Learn about the disease, illness and/or condition LDL Cholesterol (Cholesterol Management) including: symptoms, causes, treatments, contraindications and conditions at ClusterMed.info.
LDL Cholesterol (Cholesterol Management)
|LDL Cholesterol (Cholesterol Management)|
LDL Cholesterol (Cholesterol Management) Information
What are normal cholesterol levels?
Blood tests are required to measure total cholesterol and lipoproteins. For a complete lipoprotein analysis, the patient should be fasting for at least 12 hours.The National Cholesterol Education Program endorsed by the American Heart Association suggests the following risk guidelines for levels of total cholesterol, HDL, and LDL:Cholesterol Risk GuidelinesTotal Cholesterol (mg/dL) 240HighHDL (mg/dL) 60HighLDL (mg/dL) 190HighThe goal is to have patients modify lifestyle and diet to maintain cholesterol levels within the normal range. It is important to remember that HDL may protect a patient from heart disease and it may be a treatment goal to raise a too low level of HDL.
What are the different types of cholesterol?
Cholesterol does not travel freely through the bloodstream. Instead, it is attached or carried by lipoproteins (lipo = fat) in the blood. There are three types of lipoproteins that are categorized based upon how much protein there is in relation to the amount of cholesterol.Low-density lipoproteins (LDL) contain a higher ratio of cholesterol to protein and are thought of as the âbadâ cholesterol. Elevated levels of LDL lipoprotein increase the risk of heart disease, stroke, and peripheral artery disease, by helping form cholesterol plaque along the inside of artery walls. Over time, as plaque buildup (plaque deposits) increases, the artery narrows (atherosclerosis) and blood flow decreases. If the plaque ruptures, it can cause a blood clot to form that prevents any blood flow. This clot is the cause of a heart attack or myocardial infarction if the clot occurs in one of the coronary arteries in the heart.High-density lipoproteins (HDL) are made up of a higher level of protein and a lower level of cholesterol. These tend to be thought of as âgoodâ cholesterol. The higher the HDL to LDL ratio, the better it is for the individual because such ratios can potentially be protective against heart disease, stroke, and peripheral artery disease.Very low-density lipoproteins (VLDL) contain even less protein than LDL. VLDL like LDL has been associated with plaque deposits.Triglycerides (a type of fat) may increase cholesterol-containing plaques if levels of LDL are high and HDL are low.Total cholesterol score is the sum of HDL cholesterol, LDL cholesterol and 20% of triglycerides as determined by a blood test. A high score indicates an increased risk for developing cardiovascular disease and/or strokes. Chart of LDL and HDL Cholesterol NumbersChart courtesy of the National Institutes of Health.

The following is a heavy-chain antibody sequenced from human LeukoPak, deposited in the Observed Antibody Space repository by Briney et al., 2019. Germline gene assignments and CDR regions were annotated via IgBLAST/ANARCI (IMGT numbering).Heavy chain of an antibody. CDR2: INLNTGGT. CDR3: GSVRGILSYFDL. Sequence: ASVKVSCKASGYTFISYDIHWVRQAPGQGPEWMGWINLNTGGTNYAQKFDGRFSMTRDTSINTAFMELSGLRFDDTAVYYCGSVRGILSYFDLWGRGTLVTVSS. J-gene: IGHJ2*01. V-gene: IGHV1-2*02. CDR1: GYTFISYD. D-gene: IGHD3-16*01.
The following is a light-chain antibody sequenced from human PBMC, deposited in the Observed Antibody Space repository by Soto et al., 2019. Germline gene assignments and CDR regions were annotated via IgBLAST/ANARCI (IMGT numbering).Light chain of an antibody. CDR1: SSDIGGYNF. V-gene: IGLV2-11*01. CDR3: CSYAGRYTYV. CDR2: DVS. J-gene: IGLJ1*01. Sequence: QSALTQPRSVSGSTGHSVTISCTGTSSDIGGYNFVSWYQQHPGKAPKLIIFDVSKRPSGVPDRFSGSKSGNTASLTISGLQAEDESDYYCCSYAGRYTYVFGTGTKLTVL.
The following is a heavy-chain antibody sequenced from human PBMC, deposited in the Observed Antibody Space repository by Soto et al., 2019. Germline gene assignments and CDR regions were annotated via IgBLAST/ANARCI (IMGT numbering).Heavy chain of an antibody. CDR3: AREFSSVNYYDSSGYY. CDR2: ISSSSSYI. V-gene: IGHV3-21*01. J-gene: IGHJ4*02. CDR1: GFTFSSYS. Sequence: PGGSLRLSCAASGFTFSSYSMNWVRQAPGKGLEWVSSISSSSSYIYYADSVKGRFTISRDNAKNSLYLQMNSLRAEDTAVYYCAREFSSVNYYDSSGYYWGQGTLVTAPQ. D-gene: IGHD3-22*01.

What is cholesterol?
Cholesterol is a chemical compound that the body requires as a building block for cell membranes and for hormones like estrogen and testosterone. The liver produces about 80% of the body's cholesterol and the rest comes from dietary sources like meat, poultry, eggs, fish, and dairy products. Foods derived from plants contain no cholesterol.Cholesterol content in the bloodstream is regulated by the liver. After a meal, cholesterol in the diet is absorbed from the small intestine and metabolized and stored in the liver. As the body requires cholesterol, it may be secreted by the liver.When too much cholesterol is present in the body, it can build up in deposits called plaque along the inside walls of arteries, causing them to narrow.
What medications are available to treat high cholesterol?
Four types of drug classes are used to lower cholesterol levels.
What other lifestyle interventions help lower cholesterol?
Weight loss and exercise are shown to decrease total cholesterol while increasing levels of HDL, the good cholesterol. Smoking cessation decreases LDL levels plus smoking is a primary risk factor for heart disease and stroke. One drink of alcohol a day may help increase HDL levels, but too much alcohol can damage the liver and increase the risk of elevated LDL.
Where does cholesterol come from?
The liver is responsible for managing the levels of LDL in the body. It manufactures and secretes LDL into the bloodstream. There are receptors on liver cells that can "monitor" and try to adjust the LDL levels. However, if there are fewer liver cells or if they do not function effectively, the LDL level may rise.Diet and genetics both play a factor in a person's cholesterol levels. There may be a genetic predisposition for familial hypercholesterolemia (hyper=more = cholesterol + emia=blood) where the number of liver receptor cells is low and LDL levels rise causing the potential for atherosclerotic heart disease at a younger age.In the diet, cholesterol comes from saturated fats that are found in meats, eggs, and dairy products. Excess intake can cause LDL levels in the blood to rise. Some vegetable oils made from coconut, palm, and cocoa are also high in saturated fats.
Which foods can help lower cholesterol?
The American Heart Association has developed diet guidelines to help lower cholesterol levels. It may be a challenge to read the nutritional contents on food packaging and on restaurant menus or to do the math, but the benefit will decrease the risk of heart attack and stroke.
Why is high cholesterol dangerous?
Elevated cholesterol levels are one of the risk factors for heart disease, stroke, and peripheral artery disease. The mechanism involving cholesterol in all three diseases is the same; plaque buildup within arteries decreases blood flow affecting the function of the cells and organs that these blood vessels supply.
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